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ALinChainz
06-09-2004, 07:29 PM
by Fanball Staff - Fanball.com


Wednesday, June 9, 2004


We are down to only 15 days before the June 24 NBA Draft, and two events this week will help clarify hazy projections for the two-round player dispersal procedure. Firstly, 60 of the draft's prospects will clash at Moody Bible Institute in Chicago from June 8-11. General managers, coaches, and scouts will all be on hand to take notes and adjust their rankings.

Secondly, all NBA teams (except the Lakers and Pistons) need to submit a protected/unprotected player list to the league on June 12. The Charlotte Bobcats will then know who will be available to them in the June 22 expansion draft. Those lists will also give prognosticators a better idea of what teams might be looking for in the upcoming draft.

As of June 9, however, here is Fanball's latest first-round forecast, complete with comments on each selection.


1. Orlando Magic: Emeka Okafor, PF, Connecticut The Magic haven't ruled out taking Howard here, but Okafor's agent assured us that Emeka is the better pick. Why wouldn't we believe him? Sarcasm aside, Okafor gives the Magic a much-needed inside presence that can start immediately. Then again, there are a lot of rumors that the Magic will trade this pick. If the Magic stay here and eventually use Okafor at center, he could be a solid fantasy player right away.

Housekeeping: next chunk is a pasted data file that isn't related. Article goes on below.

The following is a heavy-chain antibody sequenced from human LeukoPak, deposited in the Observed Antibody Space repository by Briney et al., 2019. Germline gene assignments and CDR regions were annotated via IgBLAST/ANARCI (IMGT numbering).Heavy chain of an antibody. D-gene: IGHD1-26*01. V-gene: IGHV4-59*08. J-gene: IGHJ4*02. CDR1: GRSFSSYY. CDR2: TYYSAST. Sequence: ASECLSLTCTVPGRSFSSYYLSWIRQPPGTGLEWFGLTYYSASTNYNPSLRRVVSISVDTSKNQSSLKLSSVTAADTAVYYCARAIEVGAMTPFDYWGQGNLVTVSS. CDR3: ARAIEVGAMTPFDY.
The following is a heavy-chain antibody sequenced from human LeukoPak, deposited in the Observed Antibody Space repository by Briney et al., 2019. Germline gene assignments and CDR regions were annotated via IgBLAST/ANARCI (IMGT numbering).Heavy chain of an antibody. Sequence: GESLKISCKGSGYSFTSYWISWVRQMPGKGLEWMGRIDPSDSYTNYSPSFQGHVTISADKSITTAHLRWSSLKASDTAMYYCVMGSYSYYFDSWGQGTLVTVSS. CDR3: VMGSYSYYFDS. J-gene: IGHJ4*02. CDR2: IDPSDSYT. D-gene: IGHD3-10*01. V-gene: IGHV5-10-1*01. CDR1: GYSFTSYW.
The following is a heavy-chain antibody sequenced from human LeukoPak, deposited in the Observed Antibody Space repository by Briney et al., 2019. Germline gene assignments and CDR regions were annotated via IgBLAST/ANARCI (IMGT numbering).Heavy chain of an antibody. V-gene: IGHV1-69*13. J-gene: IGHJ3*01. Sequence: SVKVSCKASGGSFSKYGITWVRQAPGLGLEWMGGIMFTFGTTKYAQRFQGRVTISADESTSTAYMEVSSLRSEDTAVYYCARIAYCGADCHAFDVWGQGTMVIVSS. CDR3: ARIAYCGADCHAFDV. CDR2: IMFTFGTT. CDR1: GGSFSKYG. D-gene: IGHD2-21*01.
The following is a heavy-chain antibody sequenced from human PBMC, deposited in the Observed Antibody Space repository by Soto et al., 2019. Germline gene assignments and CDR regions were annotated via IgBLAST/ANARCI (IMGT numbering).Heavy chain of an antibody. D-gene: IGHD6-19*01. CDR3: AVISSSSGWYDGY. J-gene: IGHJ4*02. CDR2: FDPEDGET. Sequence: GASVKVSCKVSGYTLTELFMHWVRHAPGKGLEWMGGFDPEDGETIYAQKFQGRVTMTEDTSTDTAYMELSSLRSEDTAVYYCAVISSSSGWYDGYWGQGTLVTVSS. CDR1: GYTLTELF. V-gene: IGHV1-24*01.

2. Los Angeles Clippers: Dwight Howard, PF, Southwest Christian H.S. (GA) There will be plenty of speculation about which player will be drafted here, as well as about which team will be drafting him, but for now we'll stick with Howard as the No. 2 overall selection. According to Howard himself—and he's nothing if not objective—he has a combination of Tim Duncan's fundamentals and Kevin Garnett's athleticism. Expect the Hawks to be a potential player in moving up here.